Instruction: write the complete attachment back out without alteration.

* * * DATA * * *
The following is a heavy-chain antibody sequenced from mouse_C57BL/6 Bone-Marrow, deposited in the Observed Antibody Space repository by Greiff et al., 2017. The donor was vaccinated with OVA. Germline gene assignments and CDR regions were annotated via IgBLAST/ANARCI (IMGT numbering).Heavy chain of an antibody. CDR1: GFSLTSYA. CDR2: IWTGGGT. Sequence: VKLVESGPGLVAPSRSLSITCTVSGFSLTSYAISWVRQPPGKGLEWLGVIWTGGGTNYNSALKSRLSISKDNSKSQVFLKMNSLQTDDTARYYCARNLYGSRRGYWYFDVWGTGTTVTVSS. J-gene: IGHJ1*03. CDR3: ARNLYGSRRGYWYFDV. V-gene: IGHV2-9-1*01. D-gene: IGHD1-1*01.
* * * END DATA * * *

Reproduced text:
The following is a heavy-chain antibody sequenced from mouse_C57BL/6 Bone-Marrow, deposited in the Observed Antibody Space repository by Greiff et al., 2017. The donor was vaccinated with OVA. Germline gene assignments and CDR regions were annotated via IgBLAST/ANARCI (IMGT numbering).Heavy chain of an antibody. CDR1: GFSLTSYA. CDR2: IWTGGGT. Sequence: VKLVESGPGLVAPSRSLSITCTVSGFSLTSYAISWVRQPPGKGLEWLGVIWTGGGTNYNSALKSRLSISKDNSKSQVFLKMNSLQTDDTARYYCARNLYGSRRGYWYFDVWGTGTTVTVSS. J-gene: IGHJ1*03. CDR3: ARNLYGSRRGYWYFDV. V-gene: IGHV2-9-1*01. D-gene: IGHD1-1*01.